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Victims Of Priests Urge Lifting Of Time Limit On Prosecutions

Oct 9, 2002 | AP Survivors of abuse by priests urged the state Legislature to speed up its consideration of a bill that would allow prosecution in child sexual-abuse cases long after the alleged abuse takes place.

"The goal of all of us is to pursue changes in the law so technicalities wouldn't prevent criminals from being prosecuted," Steve Palo said on Tuesday.

Palo, 41, of Woodbury Heights said he was abused by a priest as a child in Camden. The diocese settled Palo's civil lawsuit in 1993.

Palo and other members of the southern New Jersey chapter of the national group Survivors Network of those Abused by Priests advocated a law at their first news conference.

A bill addressing their concerns was introduced in both houses of the state Legislature in January, before sexual abuse by priests made headlines nationwide.

A similar bill introduced in the last session was never brought to a vote.

Each Roman Catholic diocese in New Jersey has told county prosecutors about assault allegations. But prosecutors have said statutes of limitations prevent them from taking criminal action.

The news conference completed the transformation of the SNAP chapter from a support group to an activist organization.

In front of St. Peter's Church, members introduced two 17-year-olds who say they were molested by clergy to bolster the group's claims that local Roman Catholic churches are still not doing all they can to address the problem.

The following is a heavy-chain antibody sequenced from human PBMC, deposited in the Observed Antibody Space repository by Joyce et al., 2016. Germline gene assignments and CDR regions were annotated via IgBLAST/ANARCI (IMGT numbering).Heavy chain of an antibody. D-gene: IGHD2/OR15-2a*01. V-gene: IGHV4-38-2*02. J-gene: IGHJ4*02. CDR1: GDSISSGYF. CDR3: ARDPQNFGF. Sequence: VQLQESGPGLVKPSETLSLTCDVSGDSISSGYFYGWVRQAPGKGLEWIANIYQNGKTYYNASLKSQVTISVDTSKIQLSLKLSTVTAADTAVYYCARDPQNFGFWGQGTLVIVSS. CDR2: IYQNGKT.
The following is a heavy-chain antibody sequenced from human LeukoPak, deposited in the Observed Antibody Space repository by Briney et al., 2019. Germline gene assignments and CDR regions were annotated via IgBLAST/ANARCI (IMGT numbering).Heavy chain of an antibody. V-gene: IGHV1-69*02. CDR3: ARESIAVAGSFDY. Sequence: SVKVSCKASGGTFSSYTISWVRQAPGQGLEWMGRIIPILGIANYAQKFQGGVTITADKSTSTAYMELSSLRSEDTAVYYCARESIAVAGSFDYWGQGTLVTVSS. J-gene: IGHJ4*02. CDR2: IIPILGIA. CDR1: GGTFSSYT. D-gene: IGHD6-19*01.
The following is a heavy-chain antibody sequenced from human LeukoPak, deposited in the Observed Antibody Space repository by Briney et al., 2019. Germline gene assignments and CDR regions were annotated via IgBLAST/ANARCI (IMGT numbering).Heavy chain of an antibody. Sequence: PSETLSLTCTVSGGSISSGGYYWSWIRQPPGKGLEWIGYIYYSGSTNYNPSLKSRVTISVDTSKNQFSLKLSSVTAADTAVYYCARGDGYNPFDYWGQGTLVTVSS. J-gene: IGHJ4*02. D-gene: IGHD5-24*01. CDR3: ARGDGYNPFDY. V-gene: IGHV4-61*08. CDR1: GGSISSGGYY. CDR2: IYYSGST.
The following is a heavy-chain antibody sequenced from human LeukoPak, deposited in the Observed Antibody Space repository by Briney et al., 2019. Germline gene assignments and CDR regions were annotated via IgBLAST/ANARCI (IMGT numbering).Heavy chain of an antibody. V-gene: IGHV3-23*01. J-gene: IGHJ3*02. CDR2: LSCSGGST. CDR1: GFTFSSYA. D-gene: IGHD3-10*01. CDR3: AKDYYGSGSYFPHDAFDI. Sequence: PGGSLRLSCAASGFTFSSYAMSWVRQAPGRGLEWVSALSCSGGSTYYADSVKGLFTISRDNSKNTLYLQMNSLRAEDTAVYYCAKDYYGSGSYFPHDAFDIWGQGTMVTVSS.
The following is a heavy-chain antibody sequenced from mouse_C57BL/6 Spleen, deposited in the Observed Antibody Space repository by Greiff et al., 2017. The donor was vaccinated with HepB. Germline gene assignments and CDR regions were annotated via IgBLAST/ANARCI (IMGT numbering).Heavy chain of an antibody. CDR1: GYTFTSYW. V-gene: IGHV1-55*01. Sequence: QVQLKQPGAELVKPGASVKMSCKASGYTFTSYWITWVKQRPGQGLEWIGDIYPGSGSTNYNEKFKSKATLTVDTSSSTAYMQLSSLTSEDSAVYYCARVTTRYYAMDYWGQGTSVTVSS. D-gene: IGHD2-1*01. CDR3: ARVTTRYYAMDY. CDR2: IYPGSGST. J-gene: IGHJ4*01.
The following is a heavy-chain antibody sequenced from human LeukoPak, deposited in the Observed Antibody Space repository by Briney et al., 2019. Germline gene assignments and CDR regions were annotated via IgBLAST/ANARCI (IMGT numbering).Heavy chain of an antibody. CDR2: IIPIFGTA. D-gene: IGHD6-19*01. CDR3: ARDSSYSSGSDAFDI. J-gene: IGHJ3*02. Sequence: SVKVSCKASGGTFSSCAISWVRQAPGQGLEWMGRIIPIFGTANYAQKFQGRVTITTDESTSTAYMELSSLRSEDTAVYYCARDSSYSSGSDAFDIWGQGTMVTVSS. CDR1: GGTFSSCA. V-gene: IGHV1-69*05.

One of the teens, Jonathon Norton, said he planned to seek prosecution of the priest he said assaulted him beginning at the age of 8. The alleged abuser, James Hopkins, is no longer a priest.

Norton can still file a criminal complaint under the existing statute of limitations, which allows prosecution of sexual assault of a minor until the victim turns 23 or two years after the victim discovers the offense whichever is later.

Norton said he accepted a settlement from the diocese in 1999, when he was 14, in exchange for his silence on the matter.

But he said when he learned about the history of the cases, he wanted to help other victims seek help.

"As a young Catholic, you see a priest as God on Earth, so they can't lie," said Norton, now a senior at Hammonton High School.

The second case is the subject of a current lawsuit. Kerry Sanborn, 17, claims she was touched, but not in a sexual way, by a priest who is now a hospital chaplain in the Camden diocese.

Diocese spokesman Andrew Walton said that case will be investigated by a new review board and that prosecutors were made aware of it at the time of the alleged contact in 2001.

Norton's allegations of abuse have been resolved, Walton said.

Walton said that the SNAP claim that cases have happened recently is wrong. There have been no new cases of sexual assault reported in the three years since Bishop Nicholas DiMarzio took over the diocese.

And he said all of the 44 cases reported to a telephone hot line established by the diocese this year were cases the church was aware of.

In all of the cases, information has been given to prosecutors, he said.

The Camden Diocese, which has about 450,000 members, has a history of lawsuits over sexual abuse.

On Monday, the diocese announced it was adopting policies for reporting and responding to sexual-abuse claims that are more strict than those adopted by bishops nationwide in June.

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